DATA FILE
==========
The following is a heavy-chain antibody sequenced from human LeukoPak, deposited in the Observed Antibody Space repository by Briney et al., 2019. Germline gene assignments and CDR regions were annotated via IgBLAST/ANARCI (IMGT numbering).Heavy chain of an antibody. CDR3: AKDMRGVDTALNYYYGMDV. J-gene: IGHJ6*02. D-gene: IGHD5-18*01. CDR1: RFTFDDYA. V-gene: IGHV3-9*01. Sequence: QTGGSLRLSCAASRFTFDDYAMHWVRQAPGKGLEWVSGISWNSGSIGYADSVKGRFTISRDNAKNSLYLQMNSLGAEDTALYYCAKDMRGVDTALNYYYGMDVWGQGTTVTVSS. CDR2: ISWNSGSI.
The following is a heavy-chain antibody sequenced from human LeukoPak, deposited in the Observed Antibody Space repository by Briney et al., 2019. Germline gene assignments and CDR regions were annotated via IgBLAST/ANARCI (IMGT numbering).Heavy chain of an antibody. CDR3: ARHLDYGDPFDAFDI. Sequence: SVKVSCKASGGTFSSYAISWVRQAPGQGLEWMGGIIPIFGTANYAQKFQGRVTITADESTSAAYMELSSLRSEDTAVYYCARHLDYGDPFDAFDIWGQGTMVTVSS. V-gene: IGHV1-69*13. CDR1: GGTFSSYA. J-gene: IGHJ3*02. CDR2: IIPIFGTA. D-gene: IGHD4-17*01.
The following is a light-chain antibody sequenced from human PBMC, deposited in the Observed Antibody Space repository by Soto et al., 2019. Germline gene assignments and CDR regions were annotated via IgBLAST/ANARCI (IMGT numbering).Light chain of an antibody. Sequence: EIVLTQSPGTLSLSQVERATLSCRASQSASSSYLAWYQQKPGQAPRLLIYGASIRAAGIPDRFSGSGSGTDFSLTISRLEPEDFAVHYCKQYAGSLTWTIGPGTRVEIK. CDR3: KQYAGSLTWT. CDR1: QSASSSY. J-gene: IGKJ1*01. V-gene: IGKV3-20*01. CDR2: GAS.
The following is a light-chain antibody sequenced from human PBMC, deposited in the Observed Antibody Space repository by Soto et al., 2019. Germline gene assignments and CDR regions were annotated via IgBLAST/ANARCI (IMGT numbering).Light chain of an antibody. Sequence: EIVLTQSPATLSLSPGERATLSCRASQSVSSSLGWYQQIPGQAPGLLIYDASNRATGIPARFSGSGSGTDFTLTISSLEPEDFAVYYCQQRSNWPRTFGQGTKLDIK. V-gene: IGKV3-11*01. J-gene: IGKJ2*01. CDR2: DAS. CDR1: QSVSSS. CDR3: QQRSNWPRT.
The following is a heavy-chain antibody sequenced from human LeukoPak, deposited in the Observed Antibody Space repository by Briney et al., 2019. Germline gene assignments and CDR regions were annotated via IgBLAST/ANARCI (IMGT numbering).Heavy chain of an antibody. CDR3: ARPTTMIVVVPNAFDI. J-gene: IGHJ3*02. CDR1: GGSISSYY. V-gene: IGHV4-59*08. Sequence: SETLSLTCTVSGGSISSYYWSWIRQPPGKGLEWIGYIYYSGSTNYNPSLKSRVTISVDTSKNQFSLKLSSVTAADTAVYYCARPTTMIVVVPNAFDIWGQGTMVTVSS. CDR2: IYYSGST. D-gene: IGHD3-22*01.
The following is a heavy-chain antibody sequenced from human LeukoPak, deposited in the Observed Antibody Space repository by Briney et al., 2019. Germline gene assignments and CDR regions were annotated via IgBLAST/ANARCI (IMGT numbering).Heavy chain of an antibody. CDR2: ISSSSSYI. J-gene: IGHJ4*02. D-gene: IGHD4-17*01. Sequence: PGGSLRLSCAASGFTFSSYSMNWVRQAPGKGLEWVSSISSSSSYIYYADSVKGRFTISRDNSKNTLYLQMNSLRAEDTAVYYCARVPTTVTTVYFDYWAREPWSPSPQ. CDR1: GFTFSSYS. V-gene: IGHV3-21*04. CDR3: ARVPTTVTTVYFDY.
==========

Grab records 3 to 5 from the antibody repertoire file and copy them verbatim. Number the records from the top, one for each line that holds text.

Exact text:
The following is a light-chain antibody sequenced from human PBMC, deposited in the Observed Antibody Space repository by Soto et al., 2019. Germline gene assignments and CDR regions were annotated via IgBLAST/ANARCI (IMGT numbering).Light chain of an antibody. Sequence: EIVLTQSPGTLSLSQVERATLSCRASQSASSSYLAWYQQKPGQAPRLLIYGASIRAAGIPDRFSGSGSGTDFSLTISRLEPEDFAVHYCKQYAGSLTWTIGPGTRVEIK. CDR3: KQYAGSLTWT. CDR1: QSASSSY. J-gene: IGKJ1*01. V-gene: IGKV3-20*01. CDR2: GAS.
The following is a light-chain antibody sequenced from human PBMC, deposited in the Observed Antibody Space repository by Soto et al., 2019. Germline gene assignments and CDR regions were annotated via IgBLAST/ANARCI (IMGT numbering).Light chain of an antibody. Sequence: EIVLTQSPATLSLSPGERATLSCRASQSVSSSLGWYQQIPGQAPGLLIYDASNRATGIPARFSGSGSGTDFTLTISSLEPEDFAVYYCQQRSNWPRTFGQGTKLDIK. V-gene: IGKV3-11*01. J-gene: IGKJ2*01. CDR2: DAS. CDR1: QSVSSS. CDR3: QQRSNWPRT.
The following is a heavy-chain antibody sequenced from human LeukoPak, deposited in the Observed Antibody Space repository by Briney et al., 2019. Germline gene assignments and CDR regions were annotated via IgBLAST/ANARCI (IMGT numbering).Heavy chain of an antibody. CDR3: ARPTTMIVVVPNAFDI. J-gene: IGHJ3*02. CDR1: GGSISSYY. V-gene: IGHV4-59*08. Sequence: SETLSLTCTVSGGSISSYYWSWIRQPPGKGLEWIGYIYYSGSTNYNPSLKSRVTISVDTSKNQFSLKLSSVTAADTAVYYCARPTTMIVVVPNAFDIWGQGTMVTVSS. CDR2: IYYSGST. D-gene: IGHD3-22*01.